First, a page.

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Emma Thompson Channels Raymond Chandler While Talking About 'Content'

By Nate Parker | Film | September 26, 2023 |

By Nate Parker | Film | September 26, 2023 |


Emma Thompson and Raymond Chandler aren’t two names one expects to hear together unless Thompson adapts Double Indemnity for modern audiences. Chandler died three weeks before Thompson was born in 1959. But they had similar concerns over the commodification of screenwriters despite the decades and strides in filmmaking that separated their careers. Emma recently shared hers during an in-conversation with Creative Arts Agency (CAA) head Bryan Lourd at the Royal Television Society conference.

“‘Content,’ what do you mean ‘content’? It’s just rude, actually. It’s just a rude word for creative people. I know there are students in the audience: you don’t want to hear your stories described as ‘content’ or your acting or your producing described as ‘content.’ That’s just like coffee grounds in the sink or something. It’s, I think, a very misleading word. And I think it’s one of the things that maybe the language around the way in which we speak to one another, and the way in which the executives speak to creatives, the way in which we have to understand one another and combine better.”

It’s a solid summary of a problem that began with dime novels in the late 19th century and swiftly evolved with the motion picture and broadcast television industry. When the bulk of your work is treated as “content” rather than substance, and the credit and profit for writers’ work goes primarily to the studios, producers, and directors — and to the actors who also aren’t fairly compensated for their work - writers themselves are devalued. Their words are the foundation of every project, but they are treated as unskilled labor rather than invaluable to the project’s success. Worse, studios expect to make as much or more off the labor of less-talented writers or by removing the vitality a great writer brings to a script. We’ve seen several recent examples from the superhero genre. Morbius, written by the same hacks as The Last Witch Hunter and Gods of Egypt, is a perfect example of the former; The Flash, written by Christina Hodson (Bumblebee, Birds of Prey), Jonathan Goldstein, and John Francis Daley (shared writing duties on Dungeons & Dragons: Honor Among Thieves and Spider-Man: Homecoming) proves the latter. Goldstein and Daley bailed on the project as a parade of directors, including Seth Graeme-Smitch and Rick Famuyiwa, came and went because of “creative differences” with the studio. Too many projects are little more than elaborate, profiteering shell games rather than anything of substance. And I don’t intend that as a dig on “trash.” I love trash. Most of my favorite movies are, objectively speaking, garbage. They’re still great. But regardless of their artistic value or lack thereof, they’re treated the same by financiers only interested in their return.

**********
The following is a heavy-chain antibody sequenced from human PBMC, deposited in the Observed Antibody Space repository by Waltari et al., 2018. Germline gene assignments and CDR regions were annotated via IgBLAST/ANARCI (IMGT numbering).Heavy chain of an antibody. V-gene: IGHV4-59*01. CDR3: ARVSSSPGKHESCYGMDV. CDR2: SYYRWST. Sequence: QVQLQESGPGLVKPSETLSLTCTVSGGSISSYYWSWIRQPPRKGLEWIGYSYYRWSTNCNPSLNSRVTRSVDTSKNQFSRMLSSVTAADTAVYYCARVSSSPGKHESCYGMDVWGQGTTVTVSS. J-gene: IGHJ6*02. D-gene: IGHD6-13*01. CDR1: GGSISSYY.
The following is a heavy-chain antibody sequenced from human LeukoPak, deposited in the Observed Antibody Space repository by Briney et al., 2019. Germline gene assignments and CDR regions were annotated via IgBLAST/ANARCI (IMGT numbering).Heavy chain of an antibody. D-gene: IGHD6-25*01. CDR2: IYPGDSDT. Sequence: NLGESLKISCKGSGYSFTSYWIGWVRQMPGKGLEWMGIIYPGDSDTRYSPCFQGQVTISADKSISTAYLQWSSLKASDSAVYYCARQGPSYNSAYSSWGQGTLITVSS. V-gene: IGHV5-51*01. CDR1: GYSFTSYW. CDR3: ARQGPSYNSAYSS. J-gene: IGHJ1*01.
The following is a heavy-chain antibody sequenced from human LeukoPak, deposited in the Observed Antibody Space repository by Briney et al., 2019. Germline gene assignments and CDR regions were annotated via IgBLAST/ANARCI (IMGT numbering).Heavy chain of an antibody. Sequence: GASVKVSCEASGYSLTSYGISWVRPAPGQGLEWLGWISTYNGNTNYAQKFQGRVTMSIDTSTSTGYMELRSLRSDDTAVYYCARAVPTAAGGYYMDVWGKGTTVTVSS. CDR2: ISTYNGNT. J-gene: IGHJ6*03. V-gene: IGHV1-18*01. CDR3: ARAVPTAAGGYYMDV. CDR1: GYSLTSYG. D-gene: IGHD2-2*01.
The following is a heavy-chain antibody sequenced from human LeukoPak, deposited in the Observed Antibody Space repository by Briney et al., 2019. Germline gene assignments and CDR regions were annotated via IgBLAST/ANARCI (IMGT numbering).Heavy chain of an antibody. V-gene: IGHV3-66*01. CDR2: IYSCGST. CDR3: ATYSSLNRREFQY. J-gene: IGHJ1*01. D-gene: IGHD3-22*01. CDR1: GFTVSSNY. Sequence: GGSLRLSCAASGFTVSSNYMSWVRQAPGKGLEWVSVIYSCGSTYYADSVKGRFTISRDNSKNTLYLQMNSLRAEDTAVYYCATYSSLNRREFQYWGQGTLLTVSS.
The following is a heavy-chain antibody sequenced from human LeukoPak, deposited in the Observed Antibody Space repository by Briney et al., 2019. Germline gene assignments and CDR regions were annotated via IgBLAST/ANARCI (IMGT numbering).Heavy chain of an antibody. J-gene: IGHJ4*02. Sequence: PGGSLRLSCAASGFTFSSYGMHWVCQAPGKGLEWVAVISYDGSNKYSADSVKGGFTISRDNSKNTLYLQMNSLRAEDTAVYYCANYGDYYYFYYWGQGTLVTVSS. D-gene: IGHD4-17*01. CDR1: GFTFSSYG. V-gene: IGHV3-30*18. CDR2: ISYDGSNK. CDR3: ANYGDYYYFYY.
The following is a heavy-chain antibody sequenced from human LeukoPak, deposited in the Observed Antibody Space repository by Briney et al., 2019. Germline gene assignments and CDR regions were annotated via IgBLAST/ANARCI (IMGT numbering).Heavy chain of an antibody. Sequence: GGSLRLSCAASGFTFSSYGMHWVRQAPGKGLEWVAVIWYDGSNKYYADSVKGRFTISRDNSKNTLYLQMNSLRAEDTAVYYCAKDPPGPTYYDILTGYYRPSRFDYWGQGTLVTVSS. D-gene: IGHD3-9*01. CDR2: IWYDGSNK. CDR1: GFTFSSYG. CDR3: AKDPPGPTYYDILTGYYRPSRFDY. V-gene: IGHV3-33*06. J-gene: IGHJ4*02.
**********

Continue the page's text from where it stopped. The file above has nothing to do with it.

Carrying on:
Seventy-eight years ago, one of the grandmasters of fiction wrote a piece for The Atlantic that shared Thompson’s sentiment. Raymond Chandler, writer of 7 novels, at least six screenplays, and numerous short fiction works had a great deal to say on the subject of Hollywood’s reliance on and disregard for its writers. The piece is worth reading in its entirety, despite its occasional sexism and dismissal of what he considers trash writing, but the crux is here: